In comparison with other cultures, the IPS of Chinese people in the front (73.9 cm) was closer than those of the Japanese (134.6 cm) and German subjects (110.5 cm) measured in Sicorello et al. (2019). The comfort distances of Caucasian subjects (100.5 cm) reported by Hecht et al. (2019) were also larger than those found in the present study. These results indicate that although China is a non-contact culture, the IPS in the Chinese cultural background is closer than those of Caucasians and Japanese. We know that China has a huge population, leading to a very crowded social environment in public spaces. Chinese people have to maintain a smaller distance between themselves and others in daily life, especially in subways and bus stations. The findings of this study imply that IPS is influenced by the culture and the environment.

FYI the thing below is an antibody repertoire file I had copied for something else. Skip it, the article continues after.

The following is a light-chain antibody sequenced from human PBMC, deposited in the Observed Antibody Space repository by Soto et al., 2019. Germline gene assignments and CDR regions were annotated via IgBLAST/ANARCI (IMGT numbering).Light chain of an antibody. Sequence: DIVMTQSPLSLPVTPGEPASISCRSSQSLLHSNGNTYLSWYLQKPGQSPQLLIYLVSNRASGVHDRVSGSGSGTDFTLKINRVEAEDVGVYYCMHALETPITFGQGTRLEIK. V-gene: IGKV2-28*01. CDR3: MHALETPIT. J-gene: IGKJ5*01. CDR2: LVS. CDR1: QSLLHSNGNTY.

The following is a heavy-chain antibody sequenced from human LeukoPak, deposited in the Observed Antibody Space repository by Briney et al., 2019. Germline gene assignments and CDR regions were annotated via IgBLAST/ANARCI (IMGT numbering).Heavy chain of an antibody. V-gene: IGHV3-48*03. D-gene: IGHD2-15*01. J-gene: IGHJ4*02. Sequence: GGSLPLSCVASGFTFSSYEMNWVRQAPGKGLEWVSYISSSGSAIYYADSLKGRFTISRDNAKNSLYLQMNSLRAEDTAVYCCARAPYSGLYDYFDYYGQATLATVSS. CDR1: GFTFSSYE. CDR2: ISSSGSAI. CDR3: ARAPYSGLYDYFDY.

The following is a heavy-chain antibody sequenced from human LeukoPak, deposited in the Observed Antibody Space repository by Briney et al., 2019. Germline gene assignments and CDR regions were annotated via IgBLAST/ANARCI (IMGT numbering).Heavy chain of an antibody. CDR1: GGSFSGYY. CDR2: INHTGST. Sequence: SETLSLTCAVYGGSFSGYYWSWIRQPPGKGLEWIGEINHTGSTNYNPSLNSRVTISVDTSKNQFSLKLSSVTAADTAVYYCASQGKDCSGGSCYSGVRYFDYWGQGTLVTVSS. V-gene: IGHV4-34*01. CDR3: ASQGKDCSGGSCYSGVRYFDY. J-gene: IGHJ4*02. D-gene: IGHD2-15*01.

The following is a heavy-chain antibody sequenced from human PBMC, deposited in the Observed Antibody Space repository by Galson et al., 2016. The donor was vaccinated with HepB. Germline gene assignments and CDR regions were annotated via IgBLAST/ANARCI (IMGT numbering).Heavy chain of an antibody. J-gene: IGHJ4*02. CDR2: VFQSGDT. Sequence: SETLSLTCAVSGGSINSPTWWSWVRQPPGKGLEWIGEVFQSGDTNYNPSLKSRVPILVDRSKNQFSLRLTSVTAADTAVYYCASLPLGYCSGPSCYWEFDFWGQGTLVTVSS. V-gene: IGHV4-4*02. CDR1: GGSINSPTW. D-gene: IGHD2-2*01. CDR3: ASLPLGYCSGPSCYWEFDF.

Regarding gender, the participants kept a larger IPS with male confederates than female ones. This finding was consistent with previous studies (Iachini et al., 2014, 2016). Female participants preferred a significantly shorter comfort distance when facing a female than a male confederate. For male participants, the comfort distances from male and female confederates were similar, and both were larger than in female dyads. These findings are contrary to Evans and Howard (1973), who found that mixed-gender dyads interacted more closely than female dyads. Moreover, Hecht et al. (2019) stated that there was no difference in the IPS between mixed-gender dyads and same-gender dyads. A possible explanation for the inconsistent results is cultural differences. In traditional Chinese culture, people were more conservative in opposite-sex relationships. Chinese participants felt sensitive and shy when an unfamiliar confederate of the opposite sex approached (Yang, 1988). Hence, longer IPS was maintained in the Chinese mixed-gender dyads to maintain comfort than in same-gender dyads.